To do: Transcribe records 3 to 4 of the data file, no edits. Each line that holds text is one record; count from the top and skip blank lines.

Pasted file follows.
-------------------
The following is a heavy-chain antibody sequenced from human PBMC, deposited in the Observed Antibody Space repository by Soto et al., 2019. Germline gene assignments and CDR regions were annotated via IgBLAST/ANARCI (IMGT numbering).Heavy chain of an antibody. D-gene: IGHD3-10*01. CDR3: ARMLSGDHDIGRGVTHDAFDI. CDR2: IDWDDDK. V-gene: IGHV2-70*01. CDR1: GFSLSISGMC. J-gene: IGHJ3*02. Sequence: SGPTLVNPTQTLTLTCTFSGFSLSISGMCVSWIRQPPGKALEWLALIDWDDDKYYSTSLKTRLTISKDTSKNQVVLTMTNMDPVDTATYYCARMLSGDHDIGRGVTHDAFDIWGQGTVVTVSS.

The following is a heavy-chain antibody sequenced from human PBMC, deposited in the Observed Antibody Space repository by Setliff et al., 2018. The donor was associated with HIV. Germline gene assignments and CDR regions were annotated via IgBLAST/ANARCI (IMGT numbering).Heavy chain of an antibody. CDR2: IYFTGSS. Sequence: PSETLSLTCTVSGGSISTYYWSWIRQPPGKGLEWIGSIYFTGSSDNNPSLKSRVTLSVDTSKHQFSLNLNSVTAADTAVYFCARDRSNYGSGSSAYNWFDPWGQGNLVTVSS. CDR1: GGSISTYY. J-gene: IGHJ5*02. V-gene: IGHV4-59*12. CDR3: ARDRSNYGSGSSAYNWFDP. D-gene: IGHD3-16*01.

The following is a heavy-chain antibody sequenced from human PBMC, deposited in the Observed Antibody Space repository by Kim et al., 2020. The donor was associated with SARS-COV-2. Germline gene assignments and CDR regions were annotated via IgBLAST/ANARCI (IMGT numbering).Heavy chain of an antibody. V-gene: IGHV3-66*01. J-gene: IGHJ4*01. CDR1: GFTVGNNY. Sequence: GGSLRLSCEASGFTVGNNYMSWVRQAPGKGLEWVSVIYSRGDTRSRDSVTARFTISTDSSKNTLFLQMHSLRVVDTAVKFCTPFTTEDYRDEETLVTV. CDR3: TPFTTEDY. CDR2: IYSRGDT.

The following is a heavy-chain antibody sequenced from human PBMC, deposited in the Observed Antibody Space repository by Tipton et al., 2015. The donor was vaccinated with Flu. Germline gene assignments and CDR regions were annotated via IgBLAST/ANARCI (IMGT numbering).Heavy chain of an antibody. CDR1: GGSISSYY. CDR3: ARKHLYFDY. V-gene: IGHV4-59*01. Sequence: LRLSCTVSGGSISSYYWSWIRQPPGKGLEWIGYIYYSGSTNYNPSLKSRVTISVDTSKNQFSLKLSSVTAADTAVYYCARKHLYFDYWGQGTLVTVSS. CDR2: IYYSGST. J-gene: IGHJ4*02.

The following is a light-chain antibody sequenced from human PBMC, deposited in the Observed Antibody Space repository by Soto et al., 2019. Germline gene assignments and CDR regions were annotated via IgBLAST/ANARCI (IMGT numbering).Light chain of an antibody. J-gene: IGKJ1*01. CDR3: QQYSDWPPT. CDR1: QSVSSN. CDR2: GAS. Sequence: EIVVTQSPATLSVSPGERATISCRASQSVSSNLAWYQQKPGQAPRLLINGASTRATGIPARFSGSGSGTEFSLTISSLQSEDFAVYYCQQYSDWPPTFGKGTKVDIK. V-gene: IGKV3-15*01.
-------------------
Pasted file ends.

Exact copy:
The following is a heavy-chain antibody sequenced from human PBMC, deposited in the Observed Antibody Space repository by Kim et al., 2020. The donor was associated with SARS-COV-2. Germline gene assignments and CDR regions were annotated via IgBLAST/ANARCI (IMGT numbering).Heavy chain of an antibody. V-gene: IGHV3-66*01. J-gene: IGHJ4*01. CDR1: GFTVGNNY. Sequence: GGSLRLSCEASGFTVGNNYMSWVRQAPGKGLEWVSVIYSRGDTRSRDSVTARFTISTDSSKNTLFLQMHSLRVVDTAVKFCTPFTTEDYRDEETLVTV. CDR3: TPFTTEDY. CDR2: IYSRGDT.

The following is a heavy-chain antibody sequenced from human PBMC, deposited in the Observed Antibody Space repository by Tipton et al., 2015. The donor was vaccinated with Flu. Germline gene assignments and CDR regions were annotated via IgBLAST/ANARCI (IMGT numbering).Heavy chain of an antibody. CDR1: GGSISSYY. CDR3: ARKHLYFDY. V-gene: IGHV4-59*01. Sequence: LRLSCTVSGGSISSYYWSWIRQPPGKGLEWIGYIYYSGSTNYNPSLKSRVTISVDTSKNQFSLKLSSVTAADTAVYYCARKHLYFDYWGQGTLVTVSS. CDR2: IYYSGST. J-gene: IGHJ4*02.